Read your letter. Every September, Medicare Advantage plans must send their members a letter called the Annual Notice of Change. This letter will list any changes to the plan starting in January, such as benefits, costs, or the geographic area the plan covers.

You’ll want to use this information when deciding whether to stay with your current MA plan, switch to a different MA plan, or switch to Original Medicare.

Special open enrollment period for MA plans. If you already have an MA plan, you’ll have more time to decide what to do. The special open enrollment period runs from January 1 to March 31. During this time, you can switch from one MA plan to another or to Original Medicare. If you switch to Original Medicare, you will also be able to get a separate Part D prescription drug plan. This special period only applies to people who already have an MA plan.

Go to the doctor or hospital. Pay close attention during open enrollment if you have a Medicare Advantage plan. Most MA plans are organized around networks of doctors and other medical providers, including hospitals. If you use providers within the network, you will pay less than if you use providers outside of your plan’s network.

During open enrollment, you should check your MA plan’s provider directories to make sure your doctors are still in the plan. If not, you may want to consider switching plans, depending on how important it is for you to continue seeing specific providers.

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If you’ve had a significant change in your health, such as a serious illness like cancer, you’ll want to confirm if the doctors and medical facilities you need to help you through this illness are available in-network under your current plan. Otherwise, you risk facing large out-of-network bills.

Open Enrollment and Medicare Prescription Drugs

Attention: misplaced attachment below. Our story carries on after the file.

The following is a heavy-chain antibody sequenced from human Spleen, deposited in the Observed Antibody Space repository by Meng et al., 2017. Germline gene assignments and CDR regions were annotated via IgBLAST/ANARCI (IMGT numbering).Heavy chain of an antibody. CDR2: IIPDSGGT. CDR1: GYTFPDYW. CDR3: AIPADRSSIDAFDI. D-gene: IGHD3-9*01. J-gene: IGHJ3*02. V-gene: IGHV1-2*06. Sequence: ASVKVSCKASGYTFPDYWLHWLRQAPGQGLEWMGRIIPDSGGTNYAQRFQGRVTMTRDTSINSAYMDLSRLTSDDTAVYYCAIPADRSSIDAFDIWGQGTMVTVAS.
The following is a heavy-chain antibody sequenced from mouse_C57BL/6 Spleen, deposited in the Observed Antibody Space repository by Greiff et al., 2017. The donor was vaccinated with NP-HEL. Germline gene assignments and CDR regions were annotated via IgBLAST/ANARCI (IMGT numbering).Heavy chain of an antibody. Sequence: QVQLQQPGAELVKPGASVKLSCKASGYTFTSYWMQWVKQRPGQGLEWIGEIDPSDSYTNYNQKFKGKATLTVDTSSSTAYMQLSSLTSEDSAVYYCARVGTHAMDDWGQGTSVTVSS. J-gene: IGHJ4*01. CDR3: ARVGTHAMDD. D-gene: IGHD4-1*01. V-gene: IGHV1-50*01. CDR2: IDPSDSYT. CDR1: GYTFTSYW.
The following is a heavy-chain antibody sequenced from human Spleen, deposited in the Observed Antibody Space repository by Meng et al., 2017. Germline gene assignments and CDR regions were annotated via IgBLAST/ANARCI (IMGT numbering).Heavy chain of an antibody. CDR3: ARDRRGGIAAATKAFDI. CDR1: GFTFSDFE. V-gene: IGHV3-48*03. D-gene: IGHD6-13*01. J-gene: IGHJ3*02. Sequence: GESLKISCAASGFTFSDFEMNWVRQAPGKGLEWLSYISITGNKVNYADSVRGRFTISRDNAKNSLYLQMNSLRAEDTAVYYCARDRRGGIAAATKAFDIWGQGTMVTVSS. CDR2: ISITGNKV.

Medicare beneficiaries get their prescription drugs in one of two ways: through a stand-alone Part D prescription drug plan or as part of their Medicare Advantage plan.

A common check for both options during open enrollment should be whether the drugs you take are still covered by your current plan, and at what cost. Beneficiaries should also see which pharmacies their current plan prefers and if they remain the most convenient for you. You should also consider whether you can save money by receiving your medications by mail and whether your plan offers it.

“People can take time to choose a drug plan when they first join Medicare and stick with it for years to come,” says Neuman. “But following a plan can come at a cost because drug plans change from year to year, and people’s drug needs change over time. We’ve seen people save hundreds, if not thousands, of dollars by comparing plans.”

The amount Medicare beneficiaries will have to pay out-of-pocket for prescriptions will change thanks to the Reduce Inflation Act of 2022. Currently, people who reach a certain level of out-of-pocket costs for prescription drugs: the limit is $7,050 for 2022 — Enter what’s known as “catastrophic” coverage and owe 5 percent of the costs above that level. Beginning in 2024, people with catastrophic prescription drug costs will have no additional out-of-pocket costs once they reach the threshold level. Then, beginning in 2025, out-of-pocket costs for prescription drugs will be capped at $2,000 a year.